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    No Clean Needles for Russian Addicts – Drug Official

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    Russia’s chief specialist on tackling drug abuse reiterated on Friday the country’s reluctance to introduce a Western-style system of needle exchanges for heroin addicts, saying it would do nothing to combat high HIV infection rates.

    Russia’s chief specialist on tackling drug abuse reiterated on Friday the country’s reluctance to introduce a Western-style system of needle exchanges for heroin addicts, saying it would do nothing to combat high HIV infection rates.

    “We tried this,” health ministry specialist Yevgeny Bryun told journalists in downtown Moscow. “And, strangely enough, we saw a spike in drug use and HIV infections.”

    “Russia is very frightened of this system,” he said.

    Russia's Health Ministry said last year that HIV infection rates had tripled in areas where foreign-run needle exchange programs were in place.

    But non-governmental organizations say the increases are “logical.”

    “Of course they discover more addicts and infections in regions with these programs,” Ivan Varentsov, a spokesperson for the Andrey Rylkov Foundation, which provides health information to intravenous drug users, told RIA Novosti. “They come in for testing and treatment.”

    “It’s hard to understand the logic sometimes behind Russia’s drug policies,” he added, calling them among the most “repressive in the world.”

    Some 30,000 Russians die from heroin abuse every year, according to official statistics. That figure is around one-third of all heroin-related deaths worldwide. Non-govermental organizations estimate that there are up to three million heroin addicts in the country.

    Parallel to this, over 100,000 people died from AIDS-related illnesses in Russia in 2011 and the number of new HIV infections jumped 10 percent. The United Nations says there are now around a million people living with HIV in Russia.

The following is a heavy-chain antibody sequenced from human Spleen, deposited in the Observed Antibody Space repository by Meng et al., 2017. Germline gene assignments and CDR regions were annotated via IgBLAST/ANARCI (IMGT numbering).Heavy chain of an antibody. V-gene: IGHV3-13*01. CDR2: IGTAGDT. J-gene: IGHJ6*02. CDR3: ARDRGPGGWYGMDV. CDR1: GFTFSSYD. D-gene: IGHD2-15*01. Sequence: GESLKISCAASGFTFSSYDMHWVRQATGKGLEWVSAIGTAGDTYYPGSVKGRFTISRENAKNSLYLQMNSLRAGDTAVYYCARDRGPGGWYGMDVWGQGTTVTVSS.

Bryun also criticized the Western model of methadone distribution to addicts. Methadone is a synthetic form of opium used to wean addicts off heroin. Its use in treating heroin addicts is endorsed by the United Nations and scores of countries, including all but three of the 15 former Soviet republics. The other two former Soviet countries without methadone programs in place are Turkmenistan and Uzbekistan.

    “This is not treatment,” Bryun said, also arguing that the system had been adopted in the United States as a “cheap option” for addicts lacking medical insurance. “We can get the same results without methadone – so why use it?”

    He also argued that addicts were likely to simply sell methadone and use the money to buy heroin.

    Russia has also cracked down on organizations that advocate the adoption of methadone as treatment.

    The website of the Andrey Rylkov Foundation was closed down by order of the Federal Drug Control Service on February 3 over the site’s alleged “promotion of the use of drugs.”

    “They accused us of promoting drug use and selling methadone,” Varentsov said. “This is nonsense.”

    The vast majority of the heroin injected in Russia is from Afghanistan. The United Nations says twenty-one percent of the 375 tons of heroin produced annually in the war-ravaged state travel through central Asia before hitting the already glutted Russian market.

    Russia’s government estimates that some $17 billion was spent on street heroin last year nationwide.

    Russia’s federal drug control chief, Viktor Ivanov, said in February that opium production in Afghanistan went up 61 percent in 2011.

    He also said NATO’s efforts to encourage Afghan farmers to give up their poppy fields in favor of wheat production had “failed,” as farmers “gladly take the wheat and continue cultivating opium poppy.”

     

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